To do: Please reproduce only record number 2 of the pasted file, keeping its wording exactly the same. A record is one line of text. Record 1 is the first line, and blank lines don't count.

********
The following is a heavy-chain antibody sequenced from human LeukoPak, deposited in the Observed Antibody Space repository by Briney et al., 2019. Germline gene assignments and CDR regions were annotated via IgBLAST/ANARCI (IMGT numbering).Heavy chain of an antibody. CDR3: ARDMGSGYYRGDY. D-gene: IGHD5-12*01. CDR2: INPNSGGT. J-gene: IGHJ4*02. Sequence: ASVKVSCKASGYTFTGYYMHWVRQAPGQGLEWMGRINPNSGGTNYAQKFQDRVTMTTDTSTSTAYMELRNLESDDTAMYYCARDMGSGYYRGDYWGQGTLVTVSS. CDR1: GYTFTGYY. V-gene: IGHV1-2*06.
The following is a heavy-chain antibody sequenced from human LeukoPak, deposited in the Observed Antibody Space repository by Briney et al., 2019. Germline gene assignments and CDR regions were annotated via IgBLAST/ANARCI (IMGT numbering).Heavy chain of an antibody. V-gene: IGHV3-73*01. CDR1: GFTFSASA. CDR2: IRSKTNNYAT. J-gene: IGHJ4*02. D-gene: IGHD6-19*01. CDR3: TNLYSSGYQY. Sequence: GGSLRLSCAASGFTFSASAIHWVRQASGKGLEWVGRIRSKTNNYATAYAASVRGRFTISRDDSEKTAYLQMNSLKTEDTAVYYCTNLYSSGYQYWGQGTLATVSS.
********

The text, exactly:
The following is a heavy-chain antibody sequenced from human LeukoPak, deposited in the Observed Antibody Space repository by Briney et al., 2019. Germline gene assignments and CDR regions were annotated via IgBLAST/ANARCI (IMGT numbering).Heavy chain of an antibody. V-gene: IGHV3-73*01. CDR1: GFTFSASA. CDR2: IRSKTNNYAT. J-gene: IGHJ4*02. D-gene: IGHD6-19*01. CDR3: TNLYSSGYQY. Sequence: GGSLRLSCAASGFTFSASAIHWVRQASGKGLEWVGRIRSKTNNYATAYAASVRGRFTISRDDSEKTAYLQMNSLKTEDTAVYYCTNLYSSGYQYWGQGTLATVSS.